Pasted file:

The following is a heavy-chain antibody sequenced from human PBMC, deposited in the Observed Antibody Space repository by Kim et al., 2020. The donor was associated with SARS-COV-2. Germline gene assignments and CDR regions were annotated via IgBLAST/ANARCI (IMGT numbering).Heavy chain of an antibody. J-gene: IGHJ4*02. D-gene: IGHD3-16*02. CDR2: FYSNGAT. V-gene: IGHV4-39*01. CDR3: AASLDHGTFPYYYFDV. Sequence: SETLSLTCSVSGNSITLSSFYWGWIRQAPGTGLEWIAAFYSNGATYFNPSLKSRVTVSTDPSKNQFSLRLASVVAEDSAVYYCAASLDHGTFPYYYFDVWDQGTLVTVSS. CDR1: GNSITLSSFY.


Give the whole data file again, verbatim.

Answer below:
The following is a heavy-chain antibody sequenced from human PBMC, deposited in the Observed Antibody Space repository by Kim et al., 2020. The donor was associated with SARS-COV-2. Germline gene assignments and CDR regions were annotated via IgBLAST/ANARCI (IMGT numbering).Heavy chain of an antibody. J-gene: IGHJ4*02. D-gene: IGHD3-16*02. CDR2: FYSNGAT. V-gene: IGHV4-39*01. CDR3: AASLDHGTFPYYYFDV. Sequence: SETLSLTCSVSGNSITLSSFYWGWIRQAPGTGLEWIAAFYSNGATYFNPSLKSRVTVSTDPSKNQFSLRLASVVAEDSAVYYCAASLDHGTFPYYYFDVWDQGTLVTVSS. CDR1: GNSITLSSFY.